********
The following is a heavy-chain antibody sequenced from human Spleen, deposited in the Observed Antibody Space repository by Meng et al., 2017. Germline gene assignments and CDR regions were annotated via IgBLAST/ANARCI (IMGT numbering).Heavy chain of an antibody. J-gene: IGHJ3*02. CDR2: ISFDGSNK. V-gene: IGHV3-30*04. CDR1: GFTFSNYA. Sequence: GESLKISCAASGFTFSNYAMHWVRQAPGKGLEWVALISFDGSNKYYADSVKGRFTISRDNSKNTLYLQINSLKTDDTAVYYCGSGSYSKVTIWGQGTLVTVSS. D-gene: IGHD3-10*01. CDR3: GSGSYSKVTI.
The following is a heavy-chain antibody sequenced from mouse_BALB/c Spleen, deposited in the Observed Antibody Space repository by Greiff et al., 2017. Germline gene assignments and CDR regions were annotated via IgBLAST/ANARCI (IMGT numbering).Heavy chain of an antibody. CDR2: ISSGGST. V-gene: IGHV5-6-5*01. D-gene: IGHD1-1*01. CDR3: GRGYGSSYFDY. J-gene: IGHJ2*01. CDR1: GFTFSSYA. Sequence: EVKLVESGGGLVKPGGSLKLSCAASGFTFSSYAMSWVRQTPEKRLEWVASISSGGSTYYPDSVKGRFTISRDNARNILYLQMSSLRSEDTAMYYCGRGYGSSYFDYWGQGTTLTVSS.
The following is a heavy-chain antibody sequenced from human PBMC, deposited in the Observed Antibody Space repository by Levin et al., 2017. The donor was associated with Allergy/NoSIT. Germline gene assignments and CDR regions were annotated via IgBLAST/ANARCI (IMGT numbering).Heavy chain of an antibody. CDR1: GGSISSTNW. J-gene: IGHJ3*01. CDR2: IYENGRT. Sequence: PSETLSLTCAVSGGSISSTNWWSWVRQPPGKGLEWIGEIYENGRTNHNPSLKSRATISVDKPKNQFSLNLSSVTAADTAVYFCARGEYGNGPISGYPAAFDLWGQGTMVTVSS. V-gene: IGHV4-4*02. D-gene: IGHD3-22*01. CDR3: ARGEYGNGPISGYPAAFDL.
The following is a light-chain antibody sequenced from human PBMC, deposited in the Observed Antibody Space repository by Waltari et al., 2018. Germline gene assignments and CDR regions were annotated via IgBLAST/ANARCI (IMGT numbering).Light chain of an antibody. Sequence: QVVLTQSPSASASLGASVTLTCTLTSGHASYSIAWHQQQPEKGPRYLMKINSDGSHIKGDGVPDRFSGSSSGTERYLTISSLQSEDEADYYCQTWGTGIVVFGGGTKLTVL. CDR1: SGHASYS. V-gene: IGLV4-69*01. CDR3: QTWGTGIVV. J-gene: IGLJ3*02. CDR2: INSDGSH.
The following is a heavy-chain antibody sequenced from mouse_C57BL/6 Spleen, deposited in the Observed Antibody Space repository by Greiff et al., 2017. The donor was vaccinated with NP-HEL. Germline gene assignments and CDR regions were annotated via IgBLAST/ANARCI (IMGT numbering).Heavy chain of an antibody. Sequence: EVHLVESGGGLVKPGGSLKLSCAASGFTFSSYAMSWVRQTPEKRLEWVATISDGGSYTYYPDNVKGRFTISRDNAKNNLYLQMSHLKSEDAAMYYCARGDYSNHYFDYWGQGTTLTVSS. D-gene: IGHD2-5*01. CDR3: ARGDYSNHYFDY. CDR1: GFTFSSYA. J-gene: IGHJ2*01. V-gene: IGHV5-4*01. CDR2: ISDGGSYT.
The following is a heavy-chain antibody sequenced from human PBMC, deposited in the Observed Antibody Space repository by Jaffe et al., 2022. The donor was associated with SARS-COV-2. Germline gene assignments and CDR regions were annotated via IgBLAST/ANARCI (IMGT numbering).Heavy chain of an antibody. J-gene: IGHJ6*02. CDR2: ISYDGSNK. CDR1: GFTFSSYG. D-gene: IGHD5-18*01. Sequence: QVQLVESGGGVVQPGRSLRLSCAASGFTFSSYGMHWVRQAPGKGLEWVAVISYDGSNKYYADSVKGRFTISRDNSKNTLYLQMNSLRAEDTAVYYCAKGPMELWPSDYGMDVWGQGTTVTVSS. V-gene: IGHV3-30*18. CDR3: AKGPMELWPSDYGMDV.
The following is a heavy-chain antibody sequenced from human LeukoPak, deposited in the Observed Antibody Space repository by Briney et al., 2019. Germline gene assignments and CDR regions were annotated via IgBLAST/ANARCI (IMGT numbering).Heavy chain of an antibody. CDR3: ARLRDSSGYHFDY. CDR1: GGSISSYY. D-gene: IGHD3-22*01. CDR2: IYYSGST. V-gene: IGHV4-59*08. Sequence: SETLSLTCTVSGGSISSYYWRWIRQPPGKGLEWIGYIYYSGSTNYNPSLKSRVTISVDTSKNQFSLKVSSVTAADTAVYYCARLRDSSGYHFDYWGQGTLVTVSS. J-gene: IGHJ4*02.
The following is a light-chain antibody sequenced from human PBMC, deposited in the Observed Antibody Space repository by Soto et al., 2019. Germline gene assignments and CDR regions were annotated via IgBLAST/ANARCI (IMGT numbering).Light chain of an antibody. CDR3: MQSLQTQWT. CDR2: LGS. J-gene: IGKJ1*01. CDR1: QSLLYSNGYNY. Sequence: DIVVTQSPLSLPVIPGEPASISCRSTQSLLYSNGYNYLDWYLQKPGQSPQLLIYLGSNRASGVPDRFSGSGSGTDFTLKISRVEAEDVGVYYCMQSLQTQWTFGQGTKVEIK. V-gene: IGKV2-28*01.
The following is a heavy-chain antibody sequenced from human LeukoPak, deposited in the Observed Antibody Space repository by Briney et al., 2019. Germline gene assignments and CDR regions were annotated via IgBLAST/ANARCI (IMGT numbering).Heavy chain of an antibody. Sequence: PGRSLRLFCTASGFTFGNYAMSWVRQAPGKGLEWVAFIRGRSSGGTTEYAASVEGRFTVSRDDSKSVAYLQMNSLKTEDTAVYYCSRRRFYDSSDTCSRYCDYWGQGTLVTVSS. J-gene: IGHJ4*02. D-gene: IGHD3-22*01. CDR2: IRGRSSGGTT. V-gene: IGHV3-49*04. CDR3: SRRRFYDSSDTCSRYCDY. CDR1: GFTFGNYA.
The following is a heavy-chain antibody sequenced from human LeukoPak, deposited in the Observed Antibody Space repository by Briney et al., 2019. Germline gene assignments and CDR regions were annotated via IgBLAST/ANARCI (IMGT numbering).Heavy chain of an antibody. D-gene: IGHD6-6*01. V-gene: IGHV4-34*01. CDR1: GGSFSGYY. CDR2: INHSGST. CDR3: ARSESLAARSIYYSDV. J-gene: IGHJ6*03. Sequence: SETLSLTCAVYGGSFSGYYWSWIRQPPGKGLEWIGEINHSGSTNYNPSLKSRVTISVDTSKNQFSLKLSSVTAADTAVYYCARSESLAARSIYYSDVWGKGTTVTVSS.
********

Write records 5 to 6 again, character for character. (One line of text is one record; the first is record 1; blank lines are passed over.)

The following is a heavy-chain antibody sequenced from mouse_C57BL/6 Spleen, deposited in the Observed Antibody Space repository by Greiff et al., 2017. The donor was vaccinated with NP-HEL. Germline gene assignments and CDR regions were annotated via IgBLAST/ANARCI (IMGT numbering).Heavy chain of an antibody. Sequence: EVHLVESGGGLVKPGGSLKLSCAASGFTFSSYAMSWVRQTPEKRLEWVATISDGGSYTYYPDNVKGRFTISRDNAKNNLYLQMSHLKSEDAAMYYCARGDYSNHYFDYWGQGTTLTVSS. D-gene: IGHD2-5*01. CDR3: ARGDYSNHYFDY. CDR1: GFTFSSYA. J-gene: IGHJ2*01. V-gene: IGHV5-4*01. CDR2: ISDGGSYT.
The following is a heavy-chain antibody sequenced from human PBMC, deposited in the Observed Antibody Space repository by Jaffe et al., 2022. The donor was associated with SARS-COV-2. Germline gene assignments and CDR regions were annotated via IgBLAST/ANARCI (IMGT numbering).Heavy chain of an antibody. J-gene: IGHJ6*02. CDR2: ISYDGSNK. CDR1: GFTFSSYG. D-gene: IGHD5-18*01. Sequence: QVQLVESGGGVVQPGRSLRLSCAASGFTFSSYGMHWVRQAPGKGLEWVAVISYDGSNKYYADSVKGRFTISRDNSKNTLYLQMNSLRAEDTAVYYCAKGPMELWPSDYGMDVWGQGTTVTVSS. V-gene: IGHV3-30*18. CDR3: AKGPMELWPSDYGMDV.